- First Grade
- 70 minutes
- Standards: 1.NBT.A.1
Make counting fun with colorful counting bears. Students will learn that skip counting is faster than counting by ones. They will also come away from the lesson with ideas of when skip counting can be used.
Students will be able to skip count by twos and understand when it is appropriate to skip count by two.
Introduction (10 minutes)
- Introduce the lesson with a warm-up question.
- Tell students that the principal is taking a poll to find out how many students are in the first grade. She needs to know how many students are in our class.
- Ask someone to volunteer to count the number of students in the classroom.
- A student is most likely to count by ones to accomplish this task. Ask her if she knows of a faster way to count than by ones. If the students do not say “counting by twos,” then suggest that you try counting by twos as a class.
- Once you have counted by twos as a group, ask the students which method was faster: counting by ones or by twos.
- Ask students to name other situations in which they have heard people counting by twos. For example, have they heard people counting by twos during class field trips?
- Explain that students can count by twos in their own lives as well, e.g. when they are counting how many coins or how many toys they have.
Explicit Instruction/Teacher Modeling (10 minutes)
- Show a hundreds chart to the class that has every other square filled in with a number.
- Explain that the every other square is filled in because we are counting by twos. Mention that this is also known as skip counting.
- Take two counting bears at a time and count as you start writing in the multiples of two. For example, take two green ones and put them on the table saying "two," then two red ones saying "four," then two blue ones saying "six."
- Tell the students that they can use the counting bears if they need help when they try on their own, but to try to take two of the same color of each bear each time they put them down. This way, if they get lost in the counting, they can count by ones to find the number they were at and visually see the pairs of two represented.
Guided Practice/Interactive Modeling (5 minutes)
- Ask the class to count together as you finish writing or circling the multiples of two in the chart through the number 20.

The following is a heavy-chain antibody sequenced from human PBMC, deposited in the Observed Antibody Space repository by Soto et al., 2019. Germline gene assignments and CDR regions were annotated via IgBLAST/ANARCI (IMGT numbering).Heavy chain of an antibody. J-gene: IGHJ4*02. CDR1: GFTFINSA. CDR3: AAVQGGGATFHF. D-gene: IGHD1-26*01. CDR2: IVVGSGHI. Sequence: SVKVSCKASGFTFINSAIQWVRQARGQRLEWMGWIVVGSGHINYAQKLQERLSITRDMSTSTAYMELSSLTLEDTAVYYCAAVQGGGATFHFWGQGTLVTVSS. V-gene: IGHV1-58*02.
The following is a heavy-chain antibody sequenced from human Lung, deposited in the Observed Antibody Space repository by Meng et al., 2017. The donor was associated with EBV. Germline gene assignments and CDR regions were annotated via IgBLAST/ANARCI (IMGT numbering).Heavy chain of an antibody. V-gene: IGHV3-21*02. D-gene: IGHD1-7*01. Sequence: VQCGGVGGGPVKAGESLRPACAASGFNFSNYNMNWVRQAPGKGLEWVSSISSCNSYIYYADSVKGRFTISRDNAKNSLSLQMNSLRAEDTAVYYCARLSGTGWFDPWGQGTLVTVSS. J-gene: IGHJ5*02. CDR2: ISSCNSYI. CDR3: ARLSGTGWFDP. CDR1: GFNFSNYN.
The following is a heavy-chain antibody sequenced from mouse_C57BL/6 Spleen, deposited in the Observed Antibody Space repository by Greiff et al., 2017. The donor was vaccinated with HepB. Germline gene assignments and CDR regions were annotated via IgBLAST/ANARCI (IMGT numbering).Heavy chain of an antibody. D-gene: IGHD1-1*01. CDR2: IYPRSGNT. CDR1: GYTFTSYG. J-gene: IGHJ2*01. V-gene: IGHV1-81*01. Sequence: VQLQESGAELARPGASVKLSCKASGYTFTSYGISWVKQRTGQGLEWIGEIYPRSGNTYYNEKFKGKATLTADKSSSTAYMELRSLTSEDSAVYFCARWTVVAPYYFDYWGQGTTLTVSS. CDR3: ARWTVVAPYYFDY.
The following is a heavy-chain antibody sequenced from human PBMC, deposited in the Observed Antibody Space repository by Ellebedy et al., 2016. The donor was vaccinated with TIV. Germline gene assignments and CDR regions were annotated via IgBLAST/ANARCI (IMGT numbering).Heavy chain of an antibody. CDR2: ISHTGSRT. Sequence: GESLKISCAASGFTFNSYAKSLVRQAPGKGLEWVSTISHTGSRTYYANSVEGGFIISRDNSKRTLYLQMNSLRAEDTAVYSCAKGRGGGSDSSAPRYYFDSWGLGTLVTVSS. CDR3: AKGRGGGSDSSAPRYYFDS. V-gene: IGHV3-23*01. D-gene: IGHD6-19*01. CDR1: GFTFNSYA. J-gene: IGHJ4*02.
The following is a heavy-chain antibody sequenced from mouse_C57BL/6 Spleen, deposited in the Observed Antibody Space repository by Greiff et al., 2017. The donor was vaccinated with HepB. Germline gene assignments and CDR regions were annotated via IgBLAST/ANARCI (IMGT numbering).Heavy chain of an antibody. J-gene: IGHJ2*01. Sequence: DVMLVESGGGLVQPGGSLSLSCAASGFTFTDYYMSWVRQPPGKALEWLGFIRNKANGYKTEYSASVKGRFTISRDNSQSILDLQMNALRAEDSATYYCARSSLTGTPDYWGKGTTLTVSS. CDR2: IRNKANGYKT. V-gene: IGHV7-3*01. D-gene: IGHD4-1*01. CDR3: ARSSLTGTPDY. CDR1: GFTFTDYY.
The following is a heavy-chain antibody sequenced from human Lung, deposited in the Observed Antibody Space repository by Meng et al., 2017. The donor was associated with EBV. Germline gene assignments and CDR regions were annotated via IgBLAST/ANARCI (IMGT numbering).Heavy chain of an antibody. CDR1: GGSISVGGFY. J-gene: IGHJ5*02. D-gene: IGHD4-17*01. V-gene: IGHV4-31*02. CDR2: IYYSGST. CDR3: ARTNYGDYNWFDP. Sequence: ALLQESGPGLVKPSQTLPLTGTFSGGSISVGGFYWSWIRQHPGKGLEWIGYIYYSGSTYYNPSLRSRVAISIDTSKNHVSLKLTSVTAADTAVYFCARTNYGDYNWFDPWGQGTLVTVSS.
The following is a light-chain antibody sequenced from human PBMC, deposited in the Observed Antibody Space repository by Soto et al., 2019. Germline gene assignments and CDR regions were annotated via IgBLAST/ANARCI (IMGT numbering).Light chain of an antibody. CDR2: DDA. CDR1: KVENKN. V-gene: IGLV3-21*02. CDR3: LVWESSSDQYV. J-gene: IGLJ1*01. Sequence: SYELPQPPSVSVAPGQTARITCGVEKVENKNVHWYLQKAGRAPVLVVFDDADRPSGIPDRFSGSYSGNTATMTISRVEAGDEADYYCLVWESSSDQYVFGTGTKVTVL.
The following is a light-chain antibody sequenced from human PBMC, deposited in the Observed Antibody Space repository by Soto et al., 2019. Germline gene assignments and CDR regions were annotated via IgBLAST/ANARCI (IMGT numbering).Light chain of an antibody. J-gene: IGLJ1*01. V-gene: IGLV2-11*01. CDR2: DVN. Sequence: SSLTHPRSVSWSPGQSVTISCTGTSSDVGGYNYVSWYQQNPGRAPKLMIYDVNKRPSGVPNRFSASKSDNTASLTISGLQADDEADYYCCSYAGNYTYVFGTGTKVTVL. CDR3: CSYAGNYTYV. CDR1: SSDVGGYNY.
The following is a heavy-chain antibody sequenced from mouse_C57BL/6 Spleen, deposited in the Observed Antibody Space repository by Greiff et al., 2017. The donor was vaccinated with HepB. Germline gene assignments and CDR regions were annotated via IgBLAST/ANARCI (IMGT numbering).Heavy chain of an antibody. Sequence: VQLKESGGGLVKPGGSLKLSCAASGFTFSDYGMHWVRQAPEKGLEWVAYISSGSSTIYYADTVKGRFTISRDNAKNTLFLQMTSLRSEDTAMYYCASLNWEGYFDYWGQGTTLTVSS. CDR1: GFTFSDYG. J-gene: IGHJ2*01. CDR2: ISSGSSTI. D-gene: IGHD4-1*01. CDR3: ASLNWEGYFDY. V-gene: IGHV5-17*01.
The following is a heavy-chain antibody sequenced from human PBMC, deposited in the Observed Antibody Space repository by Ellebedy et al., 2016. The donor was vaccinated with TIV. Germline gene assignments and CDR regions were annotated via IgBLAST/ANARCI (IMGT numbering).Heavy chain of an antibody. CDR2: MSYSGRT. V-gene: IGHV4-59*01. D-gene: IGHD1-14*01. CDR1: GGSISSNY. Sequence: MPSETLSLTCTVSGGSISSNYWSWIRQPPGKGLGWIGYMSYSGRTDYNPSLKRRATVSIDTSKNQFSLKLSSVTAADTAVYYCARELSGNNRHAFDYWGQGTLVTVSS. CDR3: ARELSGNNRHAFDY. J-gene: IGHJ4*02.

- Ask students to practice counting by twos aloud with you, starting with the number two. Go up to 20 so that they can get an example of what they will be doing with their own charts.
- Point to each number on your chart as you count.
Independent Working Time (15 minutes)
- Explain to the students that they are going to practice filling in their own hundreds charts by counting by twos so that it looks like the sample one that you have made.
- Ask the students to take their hundreds chart and try to fill in their charts, starting with the number two and counting by twos. (If the hundreds chart worksheet is blank, the students should write in the numbers themselves. If the hundreds chart is filled in, the students should start at the number two and circle each number as they count by twos).
- Walk around the room and help any students who are struggling.
- When the students have finished, ask them to review their charts with a partner to see whether their charts look the same. If there are differences, ask them to talk to their partner and try to agree on what numbers should be filled in.
- Ask students questions to help them grasp the concept as you walk around checking their work. For example: Why did your partner fill in a different number than you? How can you go back to a number that you know is right and go from there to find the next number?
- Enrichment: If students demonstrate mastery or fill in their charts quickly, you can let those students form a group at a station in pairs. You can give them each a new hundreds chart and ask them to have a partner time how long it takes for them to fill out the hundreds chart by themselves without any counting bears.
- Support: Encourage struggling students to use the counting bears to figure out what number comes next in the line. If they still struggle, you can give them a blank hundreds chart and let them count by ones first to fill out each space. Then ask them to highlight every other space starting with the number two, saying each number aloud as they go.
Assessment (10 minutes)
- Review each student's chart and evaluate whether the multiples of twos were correctly identified.
- Ask students to look at their charts and write about any patterns they noticed in their charts.
- Give an exit slip to each student and ask everyone to circle the number that explains how they feel about counting by twos, with 1 being sad and 5 being happy. This will give you a sense of how much more work needs to be done on counting by twos.
Review and Closing (10 minutes)
- Ask the students to explain why we sometimes count by twos.
- Ask students to give an example of when we might want to count by twos, such as when we are trying to count to a larger number like 50. If we are only counting to a small number like 4, we don't need to skip count by twos.
- Ask students whether they think it is possible to skip count by higher numbers, such as 5 or 10.